Guidance Information and Analyses
for Critical Area Decision Makers - Forest Mitigation

written by Tracy Batchelder

Purpose of Guidance Paper

Forests provide a range of important environmental, economic and aesthetic benefits. This paper is meant to provide guidance to local jurisdictions on the forest mitigation requirements under the Critical Area regulations and discuss some of the challenges jurisdictions face in implementing the mitigation requirements. Case studies of counties that are taking an innovative approach to addressing some of these issues are offered as well as other approaches that local jurisdictions might find useful to fulfill the forest mitigation requirements.

Background

Forest and developed woodland protection and replacement is one of the main goals of the Critical Area Act. As stated in the Criteria:

  • The total acreage in forest coverage within a jurisdiction in the Critical Area shall be maintained or, preferably, increased (COMAR 27.01.02.04).
  • All forests that are allowed to be cleared or developed shall be replaced in the Critical Area on not less than an equal area basis (COMAR 27.01.02.04).
  • Two of the three goals of the Critical Area Act are to “minimize adverse impacts on water quality that result from pollutants that are discharged from structures or conveyances or that have run off from surrounding lands” and “to conserve fish, wildlife, and plant habitat” (Nat. Res. Art. 8-1808).

    Forests and developed woodlands not only provide habitat for wildlife, but are also important in maintaining water quality by trapping sediments, taking up nutrients, and immobilizing toxic substances (Chesapeake Bay Program, 1995). The maintenance of forest cover is, therefore, crucial to achieve the goals of the Act. Forests and developed woodlands can also enhance the aesthetic beauty of an area and provide other benefits to landowners such as reducing heating and cooling costs by acting as an insulator around homes. This forest mitigation area (center of drawing) is located in order to link an existing forest with an existing developed woodland.

    This forest mitigation area (center of drawing) is located in order to link an existing forest with an existing developed woodland.By itself, maintenance of the area of forest cover will not be enough to maintain functioning forest ecosystems if the quality of the forest or developed woodland is not maintained or, preferably, improved in some cases. It is simply not enough to plant trees. Careful thought and planning should be given to what type of trees and what location will be optimal for maintaining or enhancing the functions of that forest ecosystem.

    Forest mitigation requirements for clearing The Critical Area Criteria specify when a property owner is required to replace trees (Table I). According to the Criteria, up to 20% of a forest or developed woodland can be cleared on a site designated as a Limited Development Area (LDA) or Resource Conservation Area (RCA) as long as the forest is replaced on not less than an equal basis or 1:1 mitigation.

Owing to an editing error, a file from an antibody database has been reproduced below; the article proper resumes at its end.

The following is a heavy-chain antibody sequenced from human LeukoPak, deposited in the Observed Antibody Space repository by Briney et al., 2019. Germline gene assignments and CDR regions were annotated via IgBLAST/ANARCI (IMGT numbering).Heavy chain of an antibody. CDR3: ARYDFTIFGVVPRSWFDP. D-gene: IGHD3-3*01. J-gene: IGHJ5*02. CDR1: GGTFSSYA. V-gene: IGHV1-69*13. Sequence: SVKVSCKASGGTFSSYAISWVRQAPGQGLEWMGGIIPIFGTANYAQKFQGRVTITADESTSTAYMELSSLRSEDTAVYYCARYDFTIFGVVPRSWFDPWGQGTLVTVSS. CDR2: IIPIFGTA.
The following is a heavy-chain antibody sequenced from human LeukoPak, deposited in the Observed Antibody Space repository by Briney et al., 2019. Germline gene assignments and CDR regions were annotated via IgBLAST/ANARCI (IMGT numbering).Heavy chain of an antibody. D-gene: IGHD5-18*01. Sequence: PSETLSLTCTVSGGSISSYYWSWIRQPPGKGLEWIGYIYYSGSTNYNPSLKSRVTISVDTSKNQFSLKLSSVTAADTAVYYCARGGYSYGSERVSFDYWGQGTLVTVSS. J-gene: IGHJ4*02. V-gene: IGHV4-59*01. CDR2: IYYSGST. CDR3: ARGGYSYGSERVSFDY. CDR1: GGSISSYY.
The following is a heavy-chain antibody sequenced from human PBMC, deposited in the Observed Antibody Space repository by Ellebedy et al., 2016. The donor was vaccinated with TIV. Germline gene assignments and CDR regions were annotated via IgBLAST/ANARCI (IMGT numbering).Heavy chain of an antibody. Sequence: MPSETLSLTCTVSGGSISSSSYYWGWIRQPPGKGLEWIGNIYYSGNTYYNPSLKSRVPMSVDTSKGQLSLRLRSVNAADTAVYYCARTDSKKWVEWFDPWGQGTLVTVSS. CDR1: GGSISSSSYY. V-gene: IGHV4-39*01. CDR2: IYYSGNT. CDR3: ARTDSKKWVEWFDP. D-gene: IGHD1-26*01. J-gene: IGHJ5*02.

If more than 20%, but less than 30% is cleared, then the total surface acreage of the disturbed forest must be replaced on 1.5:1 basis. These mitigation ratios are based on the percentage of the on-site forest cleared, not the total acreage of the property. In addition, clearing violations “shall be replanted at three times the areal extent of the cleared forest” in lieu of the usual planting ratio required for the same amount of clearing for an approved purpose (COMAR 27.01.02.04). Jurisdictions have the option to impose additional requirements and penalties for clearing violations.

    Forest Mitigation Requirements for Clearing

    The Critical Area Criteria specify when a property owner is required to replace trees (Table I). According to the Criteria, up to 20% of a forest or developed woodland can be cleared on a site designated as a Limited Development Area (LDA) or Resource Conservation Area (RCA) as long as the forest is replaced on than 20%, but less than 30% is cleared, then the total surface acreage of the disturbed forest must be replaced on 1.5:1 basis. These mitigation ratios are based on the percentage of the on-site forest cleared, not the total acreage of the property. In addition, clearing violations “shall be replanted at three times the areal extent of the cleared forest” in lieu of the usual planting ratio required for the same amount of clearing for an approved purpose (COMAR 27.01.02.04). Jurisdictions have the option to impose additional requirements and penalties for clearing violations.

    TABLE 1
    Ratios for Forest Cleared

    Amount of Clearing

    Mitigation

    0% - 20%

    1:1

    20% - 30%

    1.5:1

    Clearing Violation

    3:1